Sea-ice draft is the thickness of the part of the ice that is submerged under the sea. Comparison of sea-ice draft data acquired on submarine cruises between 1993 and 1997 with similar data acquired between 1958 and 1976 indicates that the mean ice draft at the end of the melt season has decreased by about 1.3 m in most of the deep water portion of the Arctic Ocean, from 3.1 m in 1958-1976 to 1.8 m in the 1990s. In summary: ice draft in the 1990s is over a meter thinner than two to four decades earlier. The main draft has decreased from over 3 meters to under 2 meters, and the volume is down by some 40%.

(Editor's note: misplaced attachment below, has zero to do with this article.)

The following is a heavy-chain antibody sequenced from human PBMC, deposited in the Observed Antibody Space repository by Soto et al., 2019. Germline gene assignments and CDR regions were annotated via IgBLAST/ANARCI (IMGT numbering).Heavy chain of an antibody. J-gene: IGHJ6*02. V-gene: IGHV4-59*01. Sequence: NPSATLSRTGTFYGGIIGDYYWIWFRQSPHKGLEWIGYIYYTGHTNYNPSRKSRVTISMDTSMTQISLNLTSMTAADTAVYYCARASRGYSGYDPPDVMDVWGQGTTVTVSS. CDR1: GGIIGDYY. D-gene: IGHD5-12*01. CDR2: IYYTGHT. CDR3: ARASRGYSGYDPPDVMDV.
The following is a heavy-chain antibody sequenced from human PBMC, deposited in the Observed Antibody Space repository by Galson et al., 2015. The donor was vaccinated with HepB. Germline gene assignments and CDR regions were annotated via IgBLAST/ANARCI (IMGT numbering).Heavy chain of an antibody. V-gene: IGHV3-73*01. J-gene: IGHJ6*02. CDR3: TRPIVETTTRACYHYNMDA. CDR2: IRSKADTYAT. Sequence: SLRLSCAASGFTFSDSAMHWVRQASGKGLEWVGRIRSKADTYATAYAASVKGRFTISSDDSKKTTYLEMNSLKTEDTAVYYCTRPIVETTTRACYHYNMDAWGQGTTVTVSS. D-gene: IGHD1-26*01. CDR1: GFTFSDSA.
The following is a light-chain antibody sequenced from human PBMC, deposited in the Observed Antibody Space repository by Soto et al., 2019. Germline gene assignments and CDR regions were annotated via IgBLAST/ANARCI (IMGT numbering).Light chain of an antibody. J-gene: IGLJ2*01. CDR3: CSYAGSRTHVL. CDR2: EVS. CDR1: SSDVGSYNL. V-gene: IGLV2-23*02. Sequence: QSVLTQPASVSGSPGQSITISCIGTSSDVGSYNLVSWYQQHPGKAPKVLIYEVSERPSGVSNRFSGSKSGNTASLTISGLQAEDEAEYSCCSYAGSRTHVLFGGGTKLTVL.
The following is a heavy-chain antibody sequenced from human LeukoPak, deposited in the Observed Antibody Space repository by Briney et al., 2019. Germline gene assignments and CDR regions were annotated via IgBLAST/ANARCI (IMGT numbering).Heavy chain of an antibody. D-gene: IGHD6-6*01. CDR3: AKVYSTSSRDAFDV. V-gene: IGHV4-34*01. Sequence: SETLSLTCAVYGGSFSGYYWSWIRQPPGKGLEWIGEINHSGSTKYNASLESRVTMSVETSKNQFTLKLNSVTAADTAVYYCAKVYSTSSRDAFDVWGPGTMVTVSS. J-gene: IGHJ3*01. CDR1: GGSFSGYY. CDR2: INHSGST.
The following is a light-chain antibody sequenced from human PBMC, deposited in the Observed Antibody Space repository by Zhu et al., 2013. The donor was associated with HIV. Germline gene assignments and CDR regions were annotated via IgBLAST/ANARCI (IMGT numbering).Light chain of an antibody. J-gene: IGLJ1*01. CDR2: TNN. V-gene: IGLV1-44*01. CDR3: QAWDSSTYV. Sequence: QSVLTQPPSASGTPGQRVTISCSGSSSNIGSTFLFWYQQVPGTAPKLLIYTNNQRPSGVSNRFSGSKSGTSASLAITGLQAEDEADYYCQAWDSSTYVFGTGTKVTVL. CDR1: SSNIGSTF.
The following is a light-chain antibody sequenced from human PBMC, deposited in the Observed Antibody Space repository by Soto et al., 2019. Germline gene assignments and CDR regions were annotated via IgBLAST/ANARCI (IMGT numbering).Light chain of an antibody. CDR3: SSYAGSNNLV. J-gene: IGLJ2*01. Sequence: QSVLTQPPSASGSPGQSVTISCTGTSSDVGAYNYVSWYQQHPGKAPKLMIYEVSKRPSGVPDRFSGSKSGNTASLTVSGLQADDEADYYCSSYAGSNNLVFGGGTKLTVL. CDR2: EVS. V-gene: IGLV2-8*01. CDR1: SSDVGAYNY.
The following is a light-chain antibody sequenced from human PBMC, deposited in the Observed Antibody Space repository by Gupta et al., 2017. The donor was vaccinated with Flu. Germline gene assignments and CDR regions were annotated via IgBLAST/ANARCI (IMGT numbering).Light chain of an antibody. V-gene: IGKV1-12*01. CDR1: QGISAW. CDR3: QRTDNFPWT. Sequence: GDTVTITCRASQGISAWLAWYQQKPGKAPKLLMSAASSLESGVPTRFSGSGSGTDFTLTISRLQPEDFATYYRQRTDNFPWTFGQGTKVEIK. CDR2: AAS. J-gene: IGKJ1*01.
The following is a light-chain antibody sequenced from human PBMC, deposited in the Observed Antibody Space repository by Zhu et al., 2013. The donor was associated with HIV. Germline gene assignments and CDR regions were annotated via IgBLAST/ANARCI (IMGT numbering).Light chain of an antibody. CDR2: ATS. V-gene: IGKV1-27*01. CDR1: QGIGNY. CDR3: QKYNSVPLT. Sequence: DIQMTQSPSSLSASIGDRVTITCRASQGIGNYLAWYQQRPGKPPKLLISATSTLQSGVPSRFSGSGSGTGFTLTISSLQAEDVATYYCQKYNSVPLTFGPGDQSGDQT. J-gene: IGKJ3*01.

From collection: Vital Climate Graphics
Philippe Rekacewicz, UNEP/GRID-Arendal